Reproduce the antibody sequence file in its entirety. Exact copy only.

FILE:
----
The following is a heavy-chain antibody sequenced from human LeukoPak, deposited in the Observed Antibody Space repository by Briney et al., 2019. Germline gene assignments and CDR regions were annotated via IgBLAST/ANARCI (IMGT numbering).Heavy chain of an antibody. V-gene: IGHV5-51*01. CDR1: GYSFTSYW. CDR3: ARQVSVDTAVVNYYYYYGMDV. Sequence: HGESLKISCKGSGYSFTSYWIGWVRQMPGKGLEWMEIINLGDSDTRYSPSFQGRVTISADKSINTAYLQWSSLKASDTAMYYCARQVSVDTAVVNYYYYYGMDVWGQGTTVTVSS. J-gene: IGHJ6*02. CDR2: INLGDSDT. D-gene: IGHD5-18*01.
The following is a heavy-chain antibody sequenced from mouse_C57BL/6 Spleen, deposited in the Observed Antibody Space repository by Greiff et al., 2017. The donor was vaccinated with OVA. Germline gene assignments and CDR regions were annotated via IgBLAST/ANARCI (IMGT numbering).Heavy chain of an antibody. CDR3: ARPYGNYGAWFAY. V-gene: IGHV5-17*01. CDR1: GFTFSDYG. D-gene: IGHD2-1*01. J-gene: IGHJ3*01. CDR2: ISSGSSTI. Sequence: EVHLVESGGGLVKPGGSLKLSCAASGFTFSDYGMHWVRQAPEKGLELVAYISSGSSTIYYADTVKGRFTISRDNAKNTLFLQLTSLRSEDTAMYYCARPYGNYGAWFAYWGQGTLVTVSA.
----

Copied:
The following is a heavy-chain antibody sequenced from human LeukoPak, deposited in the Observed Antibody Space repository by Briney et al., 2019. Germline gene assignments and CDR regions were annotated via IgBLAST/ANARCI (IMGT numbering).Heavy chain of an antibody. V-gene: IGHV5-51*01. CDR1: GYSFTSYW. CDR3: ARQVSVDTAVVNYYYYYGMDV. Sequence: HGESLKISCKGSGYSFTSYWIGWVRQMPGKGLEWMEIINLGDSDTRYSPSFQGRVTISADKSINTAYLQWSSLKASDTAMYYCARQVSVDTAVVNYYYYYGMDVWGQGTTVTVSS. J-gene: IGHJ6*02. CDR2: INLGDSDT. D-gene: IGHD5-18*01.
The following is a heavy-chain antibody sequenced from mouse_C57BL/6 Spleen, deposited in the Observed Antibody Space repository by Greiff et al., 2017. The donor was vaccinated with OVA. Germline gene assignments and CDR regions were annotated via IgBLAST/ANARCI (IMGT numbering).Heavy chain of an antibody. CDR3: ARPYGNYGAWFAY. V-gene: IGHV5-17*01. CDR1: GFTFSDYG. D-gene: IGHD2-1*01. J-gene: IGHJ3*01. CDR2: ISSGSSTI. Sequence: EVHLVESGGGLVKPGGSLKLSCAASGFTFSDYGMHWVRQAPEKGLELVAYISSGSSTIYYADTVKGRFTISRDNAKNTLFLQLTSLRSEDTAMYYCARPYGNYGAWFAYWGQGTLVTVSA.